14/04/2016 5:45 AM AEST | Updated 15/07/2016 12:51 PM AEST

We Need A Level Playing Field For Illicit Drugs Policy

MELBOURNE, AUSTRALIA - APRIL 09:  Magpies players huddle during the round three AFL match between the St Kilda Saints and the Collingwood Magpies at Melbourne Cricket Ground on April 9, 2016 in Melbourne, Australia.  (Photo by Michael Dodge/Getty Images)
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MELBOURNE, AUSTRALIA - APRIL 09: Magpies players huddle during the round three AFL match between the St Kilda Saints and the Collingwood Magpies at Melbourne Cricket Ground on April 9, 2016 in Melbourne, Australia. (Photo by Michael Dodge/Getty Images)

The recent unofficial disclosure of positive illicit drug tests for some elite football players has thrown up some interesting responses on the use of illicit drugs in sport. However, it has also served to highlight the inherent discrimination and unfairness of our approach to drugs in general, particularly for those that don't happen to be elite sportspeople -- which, of course, is the overwhelming majority of us.

When the news broke of footballers testing positive to a range of illicit drugs, there were numerous hysterical calls for the players to be named and shamed. We were told it was in the public interest. We were told that we had a right to know who these players were. Why this was such a matter of public importance was never really explained.

Advocates for a zero-tolerance approach to drugs felt emboldened by the outcry, using the incident to yet again push for such a policy in our football codes and across communities everywhere. As usual, the rationale and evidence for such a heavy-handed approach to selective personal behavioural and health decisions were in short supply. The harms associated with such an approach were also notably omitted.

In contrast, a recent article by Andrew Webster should not only become compulsory reading for all sports administrators, but also all those working in delivering drug policy in this country. Webster correctly identifies how some sports illicit drug policies are dressed up as supporting player welfare, despite actually failing to take into account their wellbeing.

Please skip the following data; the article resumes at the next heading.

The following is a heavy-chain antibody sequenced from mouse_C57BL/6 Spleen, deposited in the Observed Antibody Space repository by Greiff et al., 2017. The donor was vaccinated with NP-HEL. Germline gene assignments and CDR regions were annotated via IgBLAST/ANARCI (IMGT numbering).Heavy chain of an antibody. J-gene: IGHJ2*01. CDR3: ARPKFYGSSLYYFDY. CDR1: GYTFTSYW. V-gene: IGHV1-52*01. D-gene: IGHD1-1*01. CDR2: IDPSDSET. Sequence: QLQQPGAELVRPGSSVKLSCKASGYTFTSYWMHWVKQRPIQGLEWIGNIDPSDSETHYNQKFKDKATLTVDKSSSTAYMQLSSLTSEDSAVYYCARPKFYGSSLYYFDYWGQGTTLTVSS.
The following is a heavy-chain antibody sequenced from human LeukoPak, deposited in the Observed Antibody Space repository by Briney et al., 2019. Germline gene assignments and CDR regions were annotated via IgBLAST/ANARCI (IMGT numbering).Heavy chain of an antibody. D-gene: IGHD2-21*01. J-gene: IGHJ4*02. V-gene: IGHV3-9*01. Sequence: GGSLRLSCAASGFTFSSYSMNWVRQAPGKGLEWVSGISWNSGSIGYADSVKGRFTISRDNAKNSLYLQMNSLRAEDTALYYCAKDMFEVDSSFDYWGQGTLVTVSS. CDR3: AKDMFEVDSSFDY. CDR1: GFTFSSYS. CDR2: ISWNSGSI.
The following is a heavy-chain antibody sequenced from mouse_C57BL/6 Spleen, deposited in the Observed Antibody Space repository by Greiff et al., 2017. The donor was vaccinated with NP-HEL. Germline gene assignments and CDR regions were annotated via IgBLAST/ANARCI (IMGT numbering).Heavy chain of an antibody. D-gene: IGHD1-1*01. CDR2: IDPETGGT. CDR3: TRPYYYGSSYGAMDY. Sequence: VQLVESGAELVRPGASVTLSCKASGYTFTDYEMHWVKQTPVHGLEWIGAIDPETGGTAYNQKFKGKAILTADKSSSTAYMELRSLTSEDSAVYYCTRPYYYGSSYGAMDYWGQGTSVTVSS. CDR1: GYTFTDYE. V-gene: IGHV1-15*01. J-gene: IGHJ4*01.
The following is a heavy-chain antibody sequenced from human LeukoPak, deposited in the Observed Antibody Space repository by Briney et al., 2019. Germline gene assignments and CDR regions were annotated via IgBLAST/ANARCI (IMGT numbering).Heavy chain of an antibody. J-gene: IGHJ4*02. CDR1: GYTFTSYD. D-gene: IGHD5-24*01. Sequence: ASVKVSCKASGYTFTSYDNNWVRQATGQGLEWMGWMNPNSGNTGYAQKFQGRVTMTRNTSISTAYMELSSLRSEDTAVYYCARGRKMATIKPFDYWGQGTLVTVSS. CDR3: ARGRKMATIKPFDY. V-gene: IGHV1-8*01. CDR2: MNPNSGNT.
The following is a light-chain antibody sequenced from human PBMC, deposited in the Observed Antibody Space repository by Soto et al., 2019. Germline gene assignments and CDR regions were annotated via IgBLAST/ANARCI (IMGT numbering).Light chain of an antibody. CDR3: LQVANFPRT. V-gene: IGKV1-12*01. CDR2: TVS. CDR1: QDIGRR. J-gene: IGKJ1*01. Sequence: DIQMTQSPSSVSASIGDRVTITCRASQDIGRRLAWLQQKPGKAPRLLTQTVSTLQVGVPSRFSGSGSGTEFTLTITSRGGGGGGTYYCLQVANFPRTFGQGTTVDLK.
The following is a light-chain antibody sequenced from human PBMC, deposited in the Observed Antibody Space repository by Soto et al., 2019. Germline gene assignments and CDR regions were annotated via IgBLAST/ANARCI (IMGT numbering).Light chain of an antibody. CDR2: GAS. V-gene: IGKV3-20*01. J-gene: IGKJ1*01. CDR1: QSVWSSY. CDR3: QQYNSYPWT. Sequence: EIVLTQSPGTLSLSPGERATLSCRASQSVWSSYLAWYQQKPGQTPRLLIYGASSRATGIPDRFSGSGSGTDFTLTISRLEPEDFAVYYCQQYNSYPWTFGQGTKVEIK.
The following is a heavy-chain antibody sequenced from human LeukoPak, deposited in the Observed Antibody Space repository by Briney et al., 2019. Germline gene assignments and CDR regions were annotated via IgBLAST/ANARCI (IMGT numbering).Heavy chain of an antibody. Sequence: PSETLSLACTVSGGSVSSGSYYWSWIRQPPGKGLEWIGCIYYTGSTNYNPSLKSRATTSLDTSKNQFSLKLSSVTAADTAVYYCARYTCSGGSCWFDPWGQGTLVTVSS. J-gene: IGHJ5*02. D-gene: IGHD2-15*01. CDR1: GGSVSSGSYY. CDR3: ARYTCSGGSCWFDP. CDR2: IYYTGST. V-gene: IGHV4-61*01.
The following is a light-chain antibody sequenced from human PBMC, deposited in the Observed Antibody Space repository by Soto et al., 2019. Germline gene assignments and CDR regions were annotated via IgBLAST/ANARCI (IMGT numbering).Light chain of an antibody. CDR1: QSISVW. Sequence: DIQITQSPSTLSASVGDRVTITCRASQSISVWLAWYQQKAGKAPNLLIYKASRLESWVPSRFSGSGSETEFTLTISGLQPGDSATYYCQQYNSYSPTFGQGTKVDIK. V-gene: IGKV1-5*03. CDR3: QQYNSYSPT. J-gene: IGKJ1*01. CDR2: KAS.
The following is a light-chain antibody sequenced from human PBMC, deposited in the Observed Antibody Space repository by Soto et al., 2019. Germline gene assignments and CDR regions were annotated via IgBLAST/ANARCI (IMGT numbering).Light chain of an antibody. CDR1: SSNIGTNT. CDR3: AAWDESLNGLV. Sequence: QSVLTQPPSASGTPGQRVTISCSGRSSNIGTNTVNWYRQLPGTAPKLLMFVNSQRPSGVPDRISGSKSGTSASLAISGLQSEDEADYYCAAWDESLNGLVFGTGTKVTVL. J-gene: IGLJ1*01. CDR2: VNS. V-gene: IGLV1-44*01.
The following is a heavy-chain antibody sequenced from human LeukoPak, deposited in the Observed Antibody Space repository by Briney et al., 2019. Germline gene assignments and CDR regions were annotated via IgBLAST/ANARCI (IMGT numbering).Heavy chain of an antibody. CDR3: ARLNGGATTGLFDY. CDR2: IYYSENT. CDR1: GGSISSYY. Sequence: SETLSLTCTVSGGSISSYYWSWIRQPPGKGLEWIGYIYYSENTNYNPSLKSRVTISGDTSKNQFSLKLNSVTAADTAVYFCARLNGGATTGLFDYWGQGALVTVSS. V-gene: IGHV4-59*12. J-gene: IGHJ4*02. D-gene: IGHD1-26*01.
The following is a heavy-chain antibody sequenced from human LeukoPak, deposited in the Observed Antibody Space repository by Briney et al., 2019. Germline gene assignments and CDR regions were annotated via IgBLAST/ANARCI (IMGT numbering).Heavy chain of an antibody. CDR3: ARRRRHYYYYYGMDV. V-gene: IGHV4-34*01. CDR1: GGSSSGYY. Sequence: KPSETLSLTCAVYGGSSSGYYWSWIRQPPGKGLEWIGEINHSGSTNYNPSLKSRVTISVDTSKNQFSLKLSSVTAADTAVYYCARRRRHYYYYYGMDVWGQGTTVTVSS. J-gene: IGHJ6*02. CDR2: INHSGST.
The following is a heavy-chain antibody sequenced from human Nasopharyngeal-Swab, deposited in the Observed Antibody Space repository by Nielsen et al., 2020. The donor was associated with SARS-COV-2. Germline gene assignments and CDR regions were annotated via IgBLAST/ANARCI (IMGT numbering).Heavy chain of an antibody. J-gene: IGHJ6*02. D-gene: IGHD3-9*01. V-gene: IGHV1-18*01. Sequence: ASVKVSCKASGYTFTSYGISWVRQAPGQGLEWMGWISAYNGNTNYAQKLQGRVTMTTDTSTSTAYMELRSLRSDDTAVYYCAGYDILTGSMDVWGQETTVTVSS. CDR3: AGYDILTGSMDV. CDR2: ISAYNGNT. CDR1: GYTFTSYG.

If his analysis sounded eerily familiar, that's because it is similar to those who repeatedly say "we can't arrest our way out of drug problems" as a sign of their compassion and understanding for people using drugs, but then do nothing to actually change the laws to make such a response a reality and improve the lives of people.

AFL chief executive Gillon McLachlan has also blasted calls for a zero tolerance approach on illicit drugs, describing such a policy as insane and extreme. It's refreshing to see someone in a prominent, decision-making role who understands and accepts the evidence.

Such a stance also shows an understanding that "shaming and outing" a person for drug use not only causes irreparable long-term harm for that person, but also inflicts great pain and suffering on their families and friends. It is simply much more helpful to communicate directly with the person than to harass and alienate them. This is the advice we provide to families and friends dealing with drug and alcohol use. Talk to the person, not at them.

While no-one is actually asking for players to be arrested and charged for the use and possession of illicit drugs, it should not escape our attention that the same common sense or justice is not afforded to the thousands of people arrested and charged for using or possessing drugs in Australia each week.

There are, of course, differences between the sporting world and the general community, but the principle of proportionality of response still applies. Should someone taking a drug in their own time, not harming anyone or anything (other than their own health, and arguably less so than by taking some legal substances such as tobacco and alcohol) and by their own informed choice, be subjected to the harmful approach of zero tolerance? The answer is clearly no.

However, if your answer is zero tolerance, then advocate to do it properly and fairly. Everyone should be tested regularly (politicians, advisers, bureaucrats, teachers, journalists etc.) and if a positive test results, they should be publicly named, arrested, charged and have their future employment and travel opportunities restricted.

Is this really the sort of the world you want to live in? Where our lives and the decisions we make are to be tested, judged and monitored everywhere we go so that we appease the moral panic of zealots?

Back in the real world, reading such honest appraisals of drug policies in the sports section is very important for holding administrators to account, especially given that sporting worlds so often reflect what is happening in the wider community. However, it is a pity we don't see such honesty and understanding in the political sections of our media devoted to people who are not elite athletes. Their families, friends and communities would appreciate such respect and understanding as well.